On October 31, government forces killed the leader of the Ingush jamaat, Beslan Makhauri, better known as Amir Muhammad. Makhauri was killed along with another insurgent, named Ilyas Vedzizhev, in the central market of the city of Nazran (Interfax, October 31). One strange thing about the incident was that the Ingush insurgent leader turned up at the city’s central market, where people could have recognized him. Another strange thing was that a woman named Leila Chemurzieva, who brought Makhauri and Vedzizhev to the market, tried to ram through defense lines set up by government forces using her car, meaning the authorities had prepared an ambush for them in advance.
Beslan Makhauri, who was 27 years old, was a native of the village of Barataevka, in the Bolotnitsky district of Novosibirsk oblast. In Chechnya, Makhauri was registered at the address 69 Dyakova Street, in Assinovskaya village. The Ingush rebel leader had been on the Russian government wanted list since 2009. The authorities sought him on charges specified in Articles 317 and 222 of the Russian Criminal Code. Article 317 covers attempts on the life of policemen or military servicemen, while Article 222 covers illegal weapons possession (Kavkazpro.ru, accessed November 11).
Having lived in the Chechen village of Assinovskaya, Makhauri probably joined the Sunzha group of rebels, which carried out attacks in the area of the Chechen-Ingush administrative border. Makhauri appeared on an Internet video for the first time in May 2014. The video shows Makhauri at a meeting of the local Shura (Council) at which the militants pledge allegiance to Aliaskhab Kebekov, who succeeded Doku Umarov, in 2014, as leader of the Caucasus Emirate. In May 2014, security forces killed the leader of the insurgency in Ingushetia, Artur Gatagazhev, in the village of Sagopshi, in the republic’s Malgobek district; Makhauri became his successor. Makhauri next appeares in a video on which he states that he is sending greetings to those who had pledged allegiance to Abu Bakr al-Baghdadi, leader of the so-called Islamic State, and says he is sending an audio address to Umar Shishani. Thus, Makhauri unequivocally suggestes that he and his group would also join the Islamic State (YouTube, February 9).
The last video in which Makhauri appears, shows him sitting next to the amir of Chechen rebels, Khamzat (Khamzat Byutukaev), and pledges allegiance to the Islamic State (YouTube, July 23). In all, the Ingush amir appeared in three videos that included pledges of allegiance to the Islamic State, and it is unclear why this was the case. Makhauri apparently wanted to receive Islamic State approval of his activities, betting on his personal ties to that group’s influential commander Umar Shishani (Tarkhan Batirashvili).
This is not the first time the authorities reported that Beslan Makhauri had been killed. In February 2010, they claimed he was killed in a clash between government forces and rebels near the villages of Dattykh and Arsty, in Ingushetia. However, the Ingush authorities subsequently included Makhauri on the list of wanted insurgents (Kavkazsky Uzel, November 1).
Little is known about Ilyas Vedzizhev, who was killed along with Makhauri, other than that he held the post of amir of the Nazran jamaat. Vedzizhev had not been active for a long time. The role of Leila Chemurzieva, who was wounded when she tried to break through the security forces’ cordons, is also unclear. Chemurzieva’s mother appealed to Ingushetia’s governor, Yunus-Bek Yevkurov, as well as human rights activists to protect the rights of her daughter—who, she said, was accidentally caught in the cross fire and had nothing to do with the insurgents. Chemurzieva is currently in the hospital recovering from the wounds she received during the incident in Nazran’s central market. After Ingush rights activist Magomed Mutsolgov published the appeal from Chermurzieva’s mother on his website (Kavkazsky Uzel, November 1), he ran into trouble himself, with police raiding his office and confiscating all of his computers and documents. The authorities allege he was involved in anti-Russian activities (Mutsolgov.livejournal.com, November 7).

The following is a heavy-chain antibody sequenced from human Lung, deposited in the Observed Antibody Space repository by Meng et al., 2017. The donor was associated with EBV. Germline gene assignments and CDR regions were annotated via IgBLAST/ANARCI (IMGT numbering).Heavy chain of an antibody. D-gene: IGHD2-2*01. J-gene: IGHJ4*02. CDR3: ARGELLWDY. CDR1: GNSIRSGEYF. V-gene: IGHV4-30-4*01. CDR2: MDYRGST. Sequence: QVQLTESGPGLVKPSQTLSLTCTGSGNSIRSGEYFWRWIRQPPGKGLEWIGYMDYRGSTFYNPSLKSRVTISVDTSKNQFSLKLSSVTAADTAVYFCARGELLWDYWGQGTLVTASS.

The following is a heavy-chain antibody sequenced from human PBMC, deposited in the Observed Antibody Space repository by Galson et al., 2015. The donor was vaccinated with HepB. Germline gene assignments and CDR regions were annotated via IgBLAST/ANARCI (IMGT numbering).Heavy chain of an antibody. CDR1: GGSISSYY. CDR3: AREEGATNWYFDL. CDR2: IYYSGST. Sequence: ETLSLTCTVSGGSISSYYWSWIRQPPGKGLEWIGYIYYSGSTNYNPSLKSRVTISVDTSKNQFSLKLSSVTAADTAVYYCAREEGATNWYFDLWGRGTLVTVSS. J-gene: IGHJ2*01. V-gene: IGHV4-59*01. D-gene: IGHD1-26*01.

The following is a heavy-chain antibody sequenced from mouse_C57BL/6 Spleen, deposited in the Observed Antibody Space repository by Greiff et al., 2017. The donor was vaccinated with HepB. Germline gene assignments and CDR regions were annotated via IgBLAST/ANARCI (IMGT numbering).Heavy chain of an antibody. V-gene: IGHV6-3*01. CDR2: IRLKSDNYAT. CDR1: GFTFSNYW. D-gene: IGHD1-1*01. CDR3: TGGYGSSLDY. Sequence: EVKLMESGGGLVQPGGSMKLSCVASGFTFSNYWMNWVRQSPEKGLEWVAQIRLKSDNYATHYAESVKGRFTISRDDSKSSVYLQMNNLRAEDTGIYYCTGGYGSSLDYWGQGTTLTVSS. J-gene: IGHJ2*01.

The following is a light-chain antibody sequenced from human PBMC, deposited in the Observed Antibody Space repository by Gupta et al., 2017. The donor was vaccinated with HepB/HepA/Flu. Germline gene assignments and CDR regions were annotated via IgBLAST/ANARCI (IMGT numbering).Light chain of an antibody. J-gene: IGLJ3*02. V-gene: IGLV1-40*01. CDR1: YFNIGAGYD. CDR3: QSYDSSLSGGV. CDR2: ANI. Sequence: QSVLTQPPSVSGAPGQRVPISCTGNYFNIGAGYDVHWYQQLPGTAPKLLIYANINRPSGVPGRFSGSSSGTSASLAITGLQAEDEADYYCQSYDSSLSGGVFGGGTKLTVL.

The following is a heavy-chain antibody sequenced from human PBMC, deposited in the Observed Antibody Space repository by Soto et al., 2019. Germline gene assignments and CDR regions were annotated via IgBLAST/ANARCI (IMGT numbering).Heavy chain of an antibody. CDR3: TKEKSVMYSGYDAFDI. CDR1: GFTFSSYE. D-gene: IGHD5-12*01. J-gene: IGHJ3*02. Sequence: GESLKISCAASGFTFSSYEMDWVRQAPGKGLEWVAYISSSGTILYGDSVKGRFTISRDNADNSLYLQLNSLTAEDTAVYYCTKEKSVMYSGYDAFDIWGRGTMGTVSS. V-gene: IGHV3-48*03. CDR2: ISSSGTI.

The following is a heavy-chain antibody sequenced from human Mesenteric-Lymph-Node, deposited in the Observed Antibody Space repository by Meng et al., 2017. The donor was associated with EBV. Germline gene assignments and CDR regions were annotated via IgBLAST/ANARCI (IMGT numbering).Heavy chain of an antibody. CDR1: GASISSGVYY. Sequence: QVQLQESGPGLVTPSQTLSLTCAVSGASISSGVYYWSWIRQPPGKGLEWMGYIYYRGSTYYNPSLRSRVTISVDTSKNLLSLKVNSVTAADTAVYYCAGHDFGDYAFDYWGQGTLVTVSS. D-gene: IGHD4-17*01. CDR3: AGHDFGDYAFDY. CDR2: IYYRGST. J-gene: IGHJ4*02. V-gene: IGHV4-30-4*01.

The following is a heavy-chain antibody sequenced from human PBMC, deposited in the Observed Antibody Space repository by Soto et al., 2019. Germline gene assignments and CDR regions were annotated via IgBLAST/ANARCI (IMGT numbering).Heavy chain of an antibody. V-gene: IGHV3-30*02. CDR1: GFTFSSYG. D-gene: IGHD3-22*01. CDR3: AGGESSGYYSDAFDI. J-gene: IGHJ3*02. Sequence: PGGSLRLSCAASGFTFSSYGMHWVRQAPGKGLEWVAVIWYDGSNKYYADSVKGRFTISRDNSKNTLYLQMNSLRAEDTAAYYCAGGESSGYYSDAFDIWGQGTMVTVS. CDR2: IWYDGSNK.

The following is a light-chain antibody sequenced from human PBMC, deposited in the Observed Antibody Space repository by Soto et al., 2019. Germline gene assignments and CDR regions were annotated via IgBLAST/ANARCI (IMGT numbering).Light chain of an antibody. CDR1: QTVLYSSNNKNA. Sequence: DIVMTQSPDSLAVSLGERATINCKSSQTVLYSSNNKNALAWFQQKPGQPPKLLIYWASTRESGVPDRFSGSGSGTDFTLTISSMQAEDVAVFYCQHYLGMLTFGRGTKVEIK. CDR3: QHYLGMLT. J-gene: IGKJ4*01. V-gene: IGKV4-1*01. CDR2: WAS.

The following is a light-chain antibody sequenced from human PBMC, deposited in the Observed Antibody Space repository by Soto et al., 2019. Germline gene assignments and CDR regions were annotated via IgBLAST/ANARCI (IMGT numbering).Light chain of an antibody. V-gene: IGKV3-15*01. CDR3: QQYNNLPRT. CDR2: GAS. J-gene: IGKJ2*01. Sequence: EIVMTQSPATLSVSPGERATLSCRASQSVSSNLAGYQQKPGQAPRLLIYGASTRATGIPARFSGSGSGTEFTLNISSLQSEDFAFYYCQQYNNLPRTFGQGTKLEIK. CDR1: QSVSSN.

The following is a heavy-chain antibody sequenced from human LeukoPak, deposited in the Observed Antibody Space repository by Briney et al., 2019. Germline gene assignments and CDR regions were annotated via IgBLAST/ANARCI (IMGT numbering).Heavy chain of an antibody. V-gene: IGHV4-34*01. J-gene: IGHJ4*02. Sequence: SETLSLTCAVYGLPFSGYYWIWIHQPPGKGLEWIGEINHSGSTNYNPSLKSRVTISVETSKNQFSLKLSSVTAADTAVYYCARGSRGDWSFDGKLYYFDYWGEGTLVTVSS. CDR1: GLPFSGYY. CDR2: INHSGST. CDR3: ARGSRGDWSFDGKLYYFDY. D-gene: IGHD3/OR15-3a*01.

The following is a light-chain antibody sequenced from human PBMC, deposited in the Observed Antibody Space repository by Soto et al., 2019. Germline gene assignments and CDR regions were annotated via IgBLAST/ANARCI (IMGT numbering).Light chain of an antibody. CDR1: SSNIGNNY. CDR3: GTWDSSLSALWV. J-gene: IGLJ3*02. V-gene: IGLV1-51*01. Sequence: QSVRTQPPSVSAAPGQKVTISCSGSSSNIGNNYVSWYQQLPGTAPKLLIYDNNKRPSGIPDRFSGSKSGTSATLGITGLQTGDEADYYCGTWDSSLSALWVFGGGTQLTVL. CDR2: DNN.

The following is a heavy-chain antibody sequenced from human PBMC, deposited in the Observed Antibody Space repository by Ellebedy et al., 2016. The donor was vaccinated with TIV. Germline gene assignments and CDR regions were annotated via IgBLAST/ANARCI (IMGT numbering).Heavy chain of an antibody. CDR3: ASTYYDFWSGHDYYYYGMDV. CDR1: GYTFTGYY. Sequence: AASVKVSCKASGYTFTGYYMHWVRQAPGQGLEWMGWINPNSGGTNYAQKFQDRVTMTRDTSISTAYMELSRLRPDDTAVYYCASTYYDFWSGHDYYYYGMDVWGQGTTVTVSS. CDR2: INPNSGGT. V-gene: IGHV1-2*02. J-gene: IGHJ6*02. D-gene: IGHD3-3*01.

After Makhauri was killed, Russia’s Federal Security Service (FSB) claimed it had found a weapons cache belonging to the Ingush rebel leader. According to the FSB, the cache was hidden in a four-by-eight-meter bunker that was buried four meters underground. The bunker included a lab for making improvised explosive devices (IED) as well as stored about 50 kilograms of explosives and detonators, fuses, microchips and mobile phones, which are used to detonate IEDs. The officials said they found several IEDs that were ready to use, including a so-called suicide bomber’s belt and three buckets with explosives and shrapnel (Kavkazsky Uzel, November 2). Russia’s National Antiterrorist Committee (NAK) claimed the discovery of the bunker made it possible for the government to prevent several other terrorist attacks. If that is the case, it is unlikely that Vedzizhev and Makhauri were the only members of the group, and other members could still carry out attacks.
The death of a jamaat leader in the North Caucasus normally disrupts the operations of the group temporarily. However, leaders of the Ingush jamaat have been killed once or twice a year since 2010, which means the jamaat may be facing a problem of continuity as it struggles to reclaim its role as a full-fledged unit in the North Caucasian armed resistance. The stagnation that the Ingush jamaat has experienced over the past five years is likely to continue.